The case of the pregnant virgin
A young nursing student came to my clinic with a complaint of delayed menstruation. From her menstrual history, it was established that she had been regularly having her period every month until this month when she was already delayed by two weeks. Being a standard-operating-procedure (SOP), I asked about intimate sexual relations which she, and her boyfriend who came along with her, vehemently denied. I explained to her that for us obstetricians, pregnancy or a consequence thereof is the first consideration in any delay in menstruation.
What can cause absence of menstruation?
For the record, there are conditions that can cause delayed menses or an absence of menses from someone previously having it. Some of these conditions are:
• Pregnancy or a complication thereof (i.e. abortion, ectopic pregnancy)
• PCOS or polycystic ovarian syndrome
• Intake of certain drugs like non-steroidal anti-inflammatory drugs (NSAIDs) such as mefenamic acid, hormones, chemotherapeutic agents (anti-cancer)
• Stress, whether emotional or physical (as in athletes)
• Premature ovarian failure (aka premature menopause)
Was she pregnant?
Even with their denial, I had to do a pregnancy test, which turned out to be positive or (+), meaning she was pregnant. With this result in hand, I proceeded to do a physical examination to verify the pregnancy. She refused a speculum and internal examination (IE) as she still maintained she was a virgin. To my surprise, her hymen indeed was intact. As promised, I didn’t do an IE but requested for a transabdominal (through the abdomen) pelvic ultrasound instead. To their surprise, the ultrasound result showed a live pregnancy of about six weeks duration. She indeed was pregnant.
How did I determine whether she was a virgin?
The all too important hymen takes center stage here. The hymen is a thin tissue right at the opening of the vagina. It is not totally closed but has a small central opening where menstrual blood can flow out of. The opening is about 1 to 1.2 cm. Being so, one can use a tampon for menstruation and not cause any damage to the hymen. The large size tampon is only about 1 cm in diameter. Therefore, mothers need not worry about their daughters losing their virginity with the use of tampons.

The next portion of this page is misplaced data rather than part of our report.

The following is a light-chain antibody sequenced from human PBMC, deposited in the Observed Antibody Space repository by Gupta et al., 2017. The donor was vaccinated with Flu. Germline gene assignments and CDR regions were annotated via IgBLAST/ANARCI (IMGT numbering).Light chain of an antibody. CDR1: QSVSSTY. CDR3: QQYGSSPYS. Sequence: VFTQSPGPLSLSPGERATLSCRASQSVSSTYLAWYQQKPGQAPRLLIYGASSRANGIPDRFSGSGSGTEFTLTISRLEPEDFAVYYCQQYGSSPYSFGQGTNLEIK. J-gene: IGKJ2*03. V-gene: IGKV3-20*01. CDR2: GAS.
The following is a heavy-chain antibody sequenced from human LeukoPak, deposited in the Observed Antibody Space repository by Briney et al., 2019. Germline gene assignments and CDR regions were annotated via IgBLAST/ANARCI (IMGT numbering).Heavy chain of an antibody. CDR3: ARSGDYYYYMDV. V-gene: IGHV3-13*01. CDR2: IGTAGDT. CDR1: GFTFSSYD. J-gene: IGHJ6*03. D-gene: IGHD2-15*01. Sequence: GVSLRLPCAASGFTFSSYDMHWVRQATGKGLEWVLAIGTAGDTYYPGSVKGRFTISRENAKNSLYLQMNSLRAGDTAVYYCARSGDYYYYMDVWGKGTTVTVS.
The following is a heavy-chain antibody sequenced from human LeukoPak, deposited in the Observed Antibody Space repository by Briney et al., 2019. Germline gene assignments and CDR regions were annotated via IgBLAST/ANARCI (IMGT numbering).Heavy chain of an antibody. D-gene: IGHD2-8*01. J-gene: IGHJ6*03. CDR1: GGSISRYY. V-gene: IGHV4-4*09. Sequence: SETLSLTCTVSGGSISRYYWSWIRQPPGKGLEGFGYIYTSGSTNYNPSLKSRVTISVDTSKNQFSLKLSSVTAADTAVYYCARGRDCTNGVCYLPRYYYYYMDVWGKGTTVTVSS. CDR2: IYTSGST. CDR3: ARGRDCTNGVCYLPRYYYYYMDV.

So, what does it mean to lose virginity? Simply put it means there was already intimate sexual relation which connotes actual penetration of the man’s sexual organ into the female’s vaginal canal. The penis is 2cm or more in diameter. On first sexual contact, the penetration of the penis causes this membrane to be broken as the penis is larger than the hymenal opening. The hymen then breaks causing some amount of bleeding.
Therefore, on physical examination, we determine whether the hymenal ring is still intact (virgin) or the hymen has already been broken (non-virgin). Sometimes, it can also be determined whether the penetration occurred recently (fresh tears) or some time before (healed tears). There are some exceptions to the rule. In some women, this membrane may not break because it has been shown that there are those who have resilient hymen. In addition, there are those who have done some sexual acts without resorting to actual penetration. So, frankly speaking, they are not actually “virgins” in the real sense but only physical virgins, i.e. intact hymen.
The mystery solved
Needless to say, the couple had a very intense argument with the boyfriend accusing the girl of infidelity. He was very sure he has not penetrated the girl’s vaginal canal. She adamantly insisted she had no other man in her life. I had to show the man that indeed the girlfriend’s hymen was intact. I had to solve the mystery myself so I sat them down together to get a clearer view of the circumstances. Being nursing students, I had hoped they were able to understand the situation as I am now going to narrate.
The couple in this story had been doing heavy petting, or in other words, sexual foreplay. Not wanting to have a resulting pregnancy, the man sees to it that he does not penetrate. However, there are times when he ejaculates right at the hymenal opening. During ejaculation, the semen comes out in bursts with some degree of force. It could have happened that some semen, with the concomitant sperms, were able to enter the vaginal canal. The sperms then could now travel upward through the fallopian tube and meet the ovum or egg resulting in a fertilized egg, thereby resulting in pregnancy.
If you find that hard to believe, imagine the man in this story. I had hoped he would understand but I later found out he could not fathom the explanation which eventually led to the break up.
How about the woman? The last I heard from her, she called me up to speak to her mother and to assure the mother she was a virgin. I refused. I told her you may be a virgin in the physical sense but we both know you have had an intimate relation with a man. She never came back.
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- Myss Lafunky